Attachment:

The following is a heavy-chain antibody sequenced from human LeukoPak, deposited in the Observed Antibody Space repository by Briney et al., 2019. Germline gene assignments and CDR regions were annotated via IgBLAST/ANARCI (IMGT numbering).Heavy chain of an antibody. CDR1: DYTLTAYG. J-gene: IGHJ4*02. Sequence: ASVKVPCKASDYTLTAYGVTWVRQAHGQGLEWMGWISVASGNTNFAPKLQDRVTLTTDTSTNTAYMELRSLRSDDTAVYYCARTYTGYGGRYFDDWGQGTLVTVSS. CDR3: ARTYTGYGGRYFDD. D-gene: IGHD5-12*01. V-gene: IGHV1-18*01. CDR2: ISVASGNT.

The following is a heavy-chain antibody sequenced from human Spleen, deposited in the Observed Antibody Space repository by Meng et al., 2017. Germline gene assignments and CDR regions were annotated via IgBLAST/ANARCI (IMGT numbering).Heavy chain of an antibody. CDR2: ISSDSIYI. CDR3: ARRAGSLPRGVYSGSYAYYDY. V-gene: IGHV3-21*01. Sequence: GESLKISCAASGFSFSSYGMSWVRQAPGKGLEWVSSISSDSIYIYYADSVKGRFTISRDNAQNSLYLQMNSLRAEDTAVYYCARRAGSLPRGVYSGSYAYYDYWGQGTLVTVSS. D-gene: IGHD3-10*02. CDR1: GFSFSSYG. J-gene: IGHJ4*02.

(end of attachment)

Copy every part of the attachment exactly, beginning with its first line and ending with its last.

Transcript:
The following is a heavy-chain antibody sequenced from human LeukoPak, deposited in the Observed Antibody Space repository by Briney et al., 2019. Germline gene assignments and CDR regions were annotated via IgBLAST/ANARCI (IMGT numbering).Heavy chain of an antibody. CDR1: DYTLTAYG. J-gene: IGHJ4*02. Sequence: ASVKVPCKASDYTLTAYGVTWVRQAHGQGLEWMGWISVASGNTNFAPKLQDRVTLTTDTSTNTAYMELRSLRSDDTAVYYCARTYTGYGGRYFDDWGQGTLVTVSS. CDR3: ARTYTGYGGRYFDD. D-gene: IGHD5-12*01. V-gene: IGHV1-18*01. CDR2: ISVASGNT.

The following is a heavy-chain antibody sequenced from human Spleen, deposited in the Observed Antibody Space repository by Meng et al., 2017. Germline gene assignments and CDR regions were annotated via IgBLAST/ANARCI (IMGT numbering).Heavy chain of an antibody. CDR2: ISSDSIYI. CDR3: ARRAGSLPRGVYSGSYAYYDY. V-gene: IGHV3-21*01. Sequence: GESLKISCAASGFSFSSYGMSWVRQAPGKGLEWVSSISSDSIYIYYADSVKGRFTISRDNAQNSLYLQMNSLRAEDTAVYYCARRAGSLPRGVYSGSYAYYDYWGQGTLVTVSS. D-gene: IGHD3-10*02. CDR1: GFSFSSYG. J-gene: IGHJ4*02.